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Home > Frequency and Main Features of an Actuarial Valuation

14.0 Introduction

This section includes:


purposes of a valuation




funding methods


economic and demographic assumptions


valuation of assets and liabilities


minimum funding requirement (MFR)


scheme-specific funding


risks associated with funding, and


multi-employer withdrawal arrangements.


Purpose of an actuarial valuation

In law a Defined Benefit scheme has to conduct an actuarial valuation at least once every three years, due to the way benefits are funded. The trustees and the sponsoring employer will need to know the ‘solvency’ position of the fund had it wound up on the valuation day (i.e. has the fund enough invested assets to meet its liabilities on benefits accrued to date). They will also need to know the scheme's ongoing funding position (which determines the level of future contributions payable by the employer(s)).

The results of an actuarial valuation include an estimate of the cost of future benefits (on the assumptions used) and this leads to how much the employer should contribute to meet those benefits (and possibly also the members). The results will also report the position had the fund wound up on the valuation day. All these questions and others (including those relating to which actuarial factors to use) are answered by undertaking an actuarial valuation. Actuarial valuations are completed by the scheme actuary in accordance with guidance notes drawn up by the Actuarial Council, part of the Financial Reporting Council, effective 2 July 2012 [see 13.1.1].

Role of the Trustees 

Trustees have overall responsibility for making key decisions about the funding of the scheme. In carrying out their responsibilities, trustees are required to obtain advice from the scheme actuary and obtain the agreement of the sponsoring employer regarding levels of future contributions.

There may be some situations in which disagreements on funding cannot be resolved between the trustees and sponsoring employer. In these cases, if all other options have failed, The Pensions Regulator has a range of new powers designed to achieve such a resolution.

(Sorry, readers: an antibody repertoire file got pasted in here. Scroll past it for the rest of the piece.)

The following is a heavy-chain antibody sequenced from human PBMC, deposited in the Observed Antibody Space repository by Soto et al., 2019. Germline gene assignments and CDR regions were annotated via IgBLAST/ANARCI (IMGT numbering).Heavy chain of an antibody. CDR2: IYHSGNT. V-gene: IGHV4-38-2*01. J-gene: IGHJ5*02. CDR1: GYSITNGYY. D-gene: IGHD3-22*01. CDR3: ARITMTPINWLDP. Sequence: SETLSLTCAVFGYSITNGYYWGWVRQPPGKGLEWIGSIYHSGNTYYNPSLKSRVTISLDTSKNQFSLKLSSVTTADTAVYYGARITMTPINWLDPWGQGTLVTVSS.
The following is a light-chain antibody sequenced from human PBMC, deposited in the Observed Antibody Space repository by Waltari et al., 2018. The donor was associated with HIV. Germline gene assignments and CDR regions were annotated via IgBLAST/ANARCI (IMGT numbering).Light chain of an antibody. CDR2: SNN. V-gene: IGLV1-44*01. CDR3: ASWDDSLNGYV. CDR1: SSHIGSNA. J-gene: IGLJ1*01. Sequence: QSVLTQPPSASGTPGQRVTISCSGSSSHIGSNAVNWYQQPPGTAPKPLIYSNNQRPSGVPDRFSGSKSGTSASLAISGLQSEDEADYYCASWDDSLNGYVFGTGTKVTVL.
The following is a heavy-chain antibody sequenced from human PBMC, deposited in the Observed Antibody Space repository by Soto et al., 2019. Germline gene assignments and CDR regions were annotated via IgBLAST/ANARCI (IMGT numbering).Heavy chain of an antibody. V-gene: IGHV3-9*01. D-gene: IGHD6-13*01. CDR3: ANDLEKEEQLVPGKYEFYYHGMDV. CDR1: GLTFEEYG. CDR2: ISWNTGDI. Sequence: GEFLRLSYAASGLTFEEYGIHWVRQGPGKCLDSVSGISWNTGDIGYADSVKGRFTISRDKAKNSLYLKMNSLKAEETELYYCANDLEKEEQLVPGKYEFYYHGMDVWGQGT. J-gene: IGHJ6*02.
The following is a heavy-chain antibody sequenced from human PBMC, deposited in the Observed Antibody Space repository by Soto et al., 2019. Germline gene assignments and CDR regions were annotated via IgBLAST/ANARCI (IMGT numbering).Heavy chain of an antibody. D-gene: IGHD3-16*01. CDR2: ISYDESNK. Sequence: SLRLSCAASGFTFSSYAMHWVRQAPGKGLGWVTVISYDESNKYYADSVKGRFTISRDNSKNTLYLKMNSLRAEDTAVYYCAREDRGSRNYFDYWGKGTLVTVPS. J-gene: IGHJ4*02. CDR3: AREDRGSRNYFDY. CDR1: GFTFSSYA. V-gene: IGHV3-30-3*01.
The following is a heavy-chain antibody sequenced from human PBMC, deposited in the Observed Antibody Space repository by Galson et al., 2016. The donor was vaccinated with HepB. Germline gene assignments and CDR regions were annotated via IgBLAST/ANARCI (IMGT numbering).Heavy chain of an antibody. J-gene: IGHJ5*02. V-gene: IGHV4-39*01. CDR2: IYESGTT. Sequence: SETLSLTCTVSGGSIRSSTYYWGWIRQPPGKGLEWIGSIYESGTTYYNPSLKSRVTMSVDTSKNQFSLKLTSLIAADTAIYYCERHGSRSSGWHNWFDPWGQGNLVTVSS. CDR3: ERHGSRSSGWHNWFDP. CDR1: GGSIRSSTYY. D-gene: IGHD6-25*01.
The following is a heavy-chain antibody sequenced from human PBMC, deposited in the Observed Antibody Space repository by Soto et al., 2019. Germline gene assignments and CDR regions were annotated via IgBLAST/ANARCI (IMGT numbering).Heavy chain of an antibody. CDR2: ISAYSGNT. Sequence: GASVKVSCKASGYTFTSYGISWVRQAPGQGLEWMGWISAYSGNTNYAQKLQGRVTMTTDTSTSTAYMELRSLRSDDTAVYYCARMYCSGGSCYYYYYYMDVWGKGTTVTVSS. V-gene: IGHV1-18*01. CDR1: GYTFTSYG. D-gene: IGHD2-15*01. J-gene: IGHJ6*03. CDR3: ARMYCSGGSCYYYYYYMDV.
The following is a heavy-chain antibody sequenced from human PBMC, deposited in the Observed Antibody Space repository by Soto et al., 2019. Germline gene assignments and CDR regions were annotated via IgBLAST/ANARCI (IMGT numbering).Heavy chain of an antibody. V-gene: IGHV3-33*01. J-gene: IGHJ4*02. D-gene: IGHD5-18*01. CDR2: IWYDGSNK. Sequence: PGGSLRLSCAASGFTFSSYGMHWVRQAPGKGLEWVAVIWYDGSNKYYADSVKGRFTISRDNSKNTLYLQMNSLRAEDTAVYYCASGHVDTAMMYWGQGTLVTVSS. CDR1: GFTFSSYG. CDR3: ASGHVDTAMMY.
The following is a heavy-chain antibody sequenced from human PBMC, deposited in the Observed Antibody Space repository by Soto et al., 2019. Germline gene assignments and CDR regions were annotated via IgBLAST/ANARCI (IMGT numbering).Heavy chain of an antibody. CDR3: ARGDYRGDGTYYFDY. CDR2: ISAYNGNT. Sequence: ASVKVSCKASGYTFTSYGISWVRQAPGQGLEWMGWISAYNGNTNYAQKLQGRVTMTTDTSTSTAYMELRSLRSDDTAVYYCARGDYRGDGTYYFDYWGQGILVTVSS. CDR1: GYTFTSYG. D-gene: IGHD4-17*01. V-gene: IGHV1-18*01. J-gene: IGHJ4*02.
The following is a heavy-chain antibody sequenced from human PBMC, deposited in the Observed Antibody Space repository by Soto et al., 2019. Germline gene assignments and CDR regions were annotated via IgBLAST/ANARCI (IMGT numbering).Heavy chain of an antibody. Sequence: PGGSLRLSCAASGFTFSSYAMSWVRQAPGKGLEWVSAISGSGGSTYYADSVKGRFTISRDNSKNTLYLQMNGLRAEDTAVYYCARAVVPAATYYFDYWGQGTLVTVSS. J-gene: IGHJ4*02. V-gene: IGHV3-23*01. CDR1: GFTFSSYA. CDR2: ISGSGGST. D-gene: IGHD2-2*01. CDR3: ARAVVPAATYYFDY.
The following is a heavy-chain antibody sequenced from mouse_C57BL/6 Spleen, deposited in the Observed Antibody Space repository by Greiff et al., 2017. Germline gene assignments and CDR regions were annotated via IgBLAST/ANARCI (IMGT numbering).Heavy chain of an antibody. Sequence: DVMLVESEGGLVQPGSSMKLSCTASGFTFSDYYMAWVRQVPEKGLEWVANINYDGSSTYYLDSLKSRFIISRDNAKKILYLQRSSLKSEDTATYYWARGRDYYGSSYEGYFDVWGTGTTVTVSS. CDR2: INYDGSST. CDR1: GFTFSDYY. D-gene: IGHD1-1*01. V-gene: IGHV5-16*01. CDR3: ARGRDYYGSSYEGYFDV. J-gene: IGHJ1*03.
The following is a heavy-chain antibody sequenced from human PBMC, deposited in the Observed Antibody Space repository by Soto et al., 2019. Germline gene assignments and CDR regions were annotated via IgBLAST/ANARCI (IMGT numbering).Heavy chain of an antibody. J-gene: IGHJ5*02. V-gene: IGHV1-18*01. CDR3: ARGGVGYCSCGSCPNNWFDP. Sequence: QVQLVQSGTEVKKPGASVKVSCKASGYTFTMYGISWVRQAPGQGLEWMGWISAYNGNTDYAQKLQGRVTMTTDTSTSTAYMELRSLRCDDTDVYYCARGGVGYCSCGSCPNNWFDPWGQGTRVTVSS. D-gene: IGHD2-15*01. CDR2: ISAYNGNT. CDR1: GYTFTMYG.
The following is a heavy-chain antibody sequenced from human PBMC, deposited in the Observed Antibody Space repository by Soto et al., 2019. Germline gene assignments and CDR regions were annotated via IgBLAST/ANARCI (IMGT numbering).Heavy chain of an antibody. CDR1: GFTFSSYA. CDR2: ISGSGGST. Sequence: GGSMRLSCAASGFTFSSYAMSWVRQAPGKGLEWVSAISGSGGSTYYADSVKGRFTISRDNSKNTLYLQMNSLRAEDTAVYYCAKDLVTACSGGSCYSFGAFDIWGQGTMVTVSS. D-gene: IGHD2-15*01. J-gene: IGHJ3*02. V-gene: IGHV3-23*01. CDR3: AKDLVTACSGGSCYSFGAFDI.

Code of Practice and guidance

Scheme-specific funding enables schemes to adopt funding strategies and contribution levels appropriate to their circumstances. The scheme-specific funding regime is governed by regulations issued under the Pensions Act 2004 supported by a code of practice issued by The Pensions Regulator. The code (Code 3 – Funding defined benefits [see 24.10.2(iii) and 14.7.1]gives practical guidance to both trustees and actuaries on complying with the regulations.

Trustees cannot ‘opt out’ of their responsibilities under the scheme-specific funding requirements. Where trustees do not take reasonable steps to comply, the Regulator has power to impose penalties and may, if necessary, replace trustees. The code of practice on funding gives trustees guidance on the steps they need to take in order to reach agreement with the employer before reporting to the Regulator.

The code is fairly robust about the process trustees and employers should undertake to reach agreement. Trustees may need more information about the employer’s financial position in order to reach an agreement and, if such information is not forthcoming, the Regulator might call for a skilled person report (SPR) from an independent accountant so that the employer’s ability to pay can be assessed.

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